Whenever I discuss the subject, people always ask, “So does Hollywood get the message now? Is it going to make more patriotic movies?” Of course not.
American Sniper was a hit unlike the 100 anti-war movies that Hollywood churned out during the Bush era. Some of those movies lost a lot of money. But Hollywood didn’t stop making them until Bush was out of the White House. And even then some were still in the pipeline and arrived anyway even under Obama.
Will Top Gun: Maverick, which wasn’t American Sniper, just a flashback to normal moviemaking in the 80s, which only seems startling when contextualized with the relentless wokeness and barrage of comic book movies, become a new model?
Don’t count on it. Even though it just beat Black Panther, a dumb comic book movie embraced by black nationalists and white wokes in the racialist moment as some sort of affirmation of magical history and grievance.
Paramount/Skydance’s Top Gun: Maverick smoked Sony/Marvel’s Spider-Man: No Way Home for No. 1 with $7.9M. It’s as simple as that. Many yesterday were telling me that it was always destined for Top Gun 2 to win and were baffled that Sony called No. 1 for Spidey. By midday, we were hearing that Top Gun 2 was +60% for the day, while Spidey was down -60%.
Bravo for the highest grossing movie of 2022 and Tom Cruise’s top grossing title of all-time: Not only was Top Gun: Maverick the top grossing movie over Memorial Day weekend, but in summer’s finale here of Labor Day weekend. Overall, Top Gun: Maverick is now the 5th highest grossing movie ever at the domestic box office besting Disney/Marvel’s Black Panther ($700.4M). More wow: While maintaining a robust theatrical run, Top Gun: Maverick also made its home entertainment debut August 23rd and has already broken records as the No. 1 best-selling digital sell-through title ever in the U.S. its first week of release; and is among the 20 best-selling digital releases of all time after only one week.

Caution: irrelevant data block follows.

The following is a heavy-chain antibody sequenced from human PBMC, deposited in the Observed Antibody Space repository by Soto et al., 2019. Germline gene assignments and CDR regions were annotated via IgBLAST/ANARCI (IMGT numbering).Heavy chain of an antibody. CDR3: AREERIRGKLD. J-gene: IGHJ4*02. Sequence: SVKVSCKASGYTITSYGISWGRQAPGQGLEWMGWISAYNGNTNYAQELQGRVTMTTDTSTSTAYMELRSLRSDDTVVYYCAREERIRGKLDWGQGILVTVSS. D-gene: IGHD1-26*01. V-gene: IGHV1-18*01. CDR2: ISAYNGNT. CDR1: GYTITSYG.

“It’s without a doubt, that Top Gun: Maverick is a true cultural touchstone embodying the power of the cinematic experience,” said Brian Robbins, President and CEO of Paramount Pictures. “As we celebrate this enormous achievement and the film’s massive impact, we want to extend our gratitude to Tom Cruise, our filmmakers and cast, Paramount’s marketing and distribution teams, and the legions of both new and longtime Top Gun fans who keep turning out to enjoy this remarkable movie.”
What’s missing here is any acknowledgment that Top Gun: Maverick represents anything other than a validation of Tom Cruise’s stardom and the “legions of Top Gun fans”. (Are there really legions of Top Gun fans? Top Gun is a fun 80s movie. It’s not Star Wars or Marvel or Star Trek with their perpetual fandoms growing old and consuming franchise products.) Black Panther’s box office was treated as evidence of a larger cultural moment, but conservative cultural moments remain unspoken and unacknowledged.
Unless they’re being condemned.
Paramount will try to make another Top Gun movie happen. The sheer amount of money here makes that almost inevitable. One way or another. But it won’t recognize that there’s an audience statement here about what they want and what they don’t.
In an era of declining box office revenue, when the movie industry has been reduced to providing intellectual property content for subscription streaming platforms, embracing the traditional American audience might provide an exit strategy back to when Hollywood was a real power, not just a Netflix, Apple and Amazon subsidiary.
But that would require normal patriotism aimed at middle-of-the-road audiences. And Hollywood would rather die than pivot back to its golden age.